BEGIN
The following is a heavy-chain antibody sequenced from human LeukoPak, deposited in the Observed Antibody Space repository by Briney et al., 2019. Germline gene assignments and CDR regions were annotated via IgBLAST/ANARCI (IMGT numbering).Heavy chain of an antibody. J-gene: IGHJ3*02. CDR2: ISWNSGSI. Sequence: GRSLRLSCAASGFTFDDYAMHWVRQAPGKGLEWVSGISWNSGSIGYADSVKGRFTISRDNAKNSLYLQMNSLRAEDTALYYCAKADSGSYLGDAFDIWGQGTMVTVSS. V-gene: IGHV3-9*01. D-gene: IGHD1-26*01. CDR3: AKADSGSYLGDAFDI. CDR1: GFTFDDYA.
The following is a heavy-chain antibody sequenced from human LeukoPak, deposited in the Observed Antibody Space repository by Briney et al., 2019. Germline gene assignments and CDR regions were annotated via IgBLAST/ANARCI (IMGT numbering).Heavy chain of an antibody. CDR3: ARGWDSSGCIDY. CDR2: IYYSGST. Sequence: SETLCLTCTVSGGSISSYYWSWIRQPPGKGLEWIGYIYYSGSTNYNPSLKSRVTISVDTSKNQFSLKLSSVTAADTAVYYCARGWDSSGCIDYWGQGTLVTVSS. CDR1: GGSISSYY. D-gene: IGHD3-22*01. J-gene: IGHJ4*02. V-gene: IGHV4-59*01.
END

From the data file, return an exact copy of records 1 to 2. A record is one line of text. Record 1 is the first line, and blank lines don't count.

The following is a heavy-chain antibody sequenced from human LeukoPak, deposited in the Observed Antibody Space repository by Briney et al., 2019. Germline gene assignments and CDR regions were annotated via IgBLAST/ANARCI (IMGT numbering).Heavy chain of an antibody. J-gene: IGHJ3*02. CDR2: ISWNSGSI. Sequence: GRSLRLSCAASGFTFDDYAMHWVRQAPGKGLEWVSGISWNSGSIGYADSVKGRFTISRDNAKNSLYLQMNSLRAEDTALYYCAKADSGSYLGDAFDIWGQGTMVTVSS. V-gene: IGHV3-9*01. D-gene: IGHD1-26*01. CDR3: AKADSGSYLGDAFDI. CDR1: GFTFDDYA.
The following is a heavy-chain antibody sequenced from human LeukoPak, deposited in the Observed Antibody Space repository by Briney et al., 2019. Germline gene assignments and CDR regions were annotated via IgBLAST/ANARCI (IMGT numbering).Heavy chain of an antibody. CDR3: ARGWDSSGCIDY. CDR2: IYYSGST. Sequence: SETLCLTCTVSGGSISSYYWSWIRQPPGKGLEWIGYIYYSGSTNYNPSLKSRVTISVDTSKNQFSLKLSSVTAADTAVYYCARGWDSSGCIDYWGQGTLVTVSS. CDR1: GGSISSYY. D-gene: IGHD3-22*01. J-gene: IGHJ4*02. V-gene: IGHV4-59*01.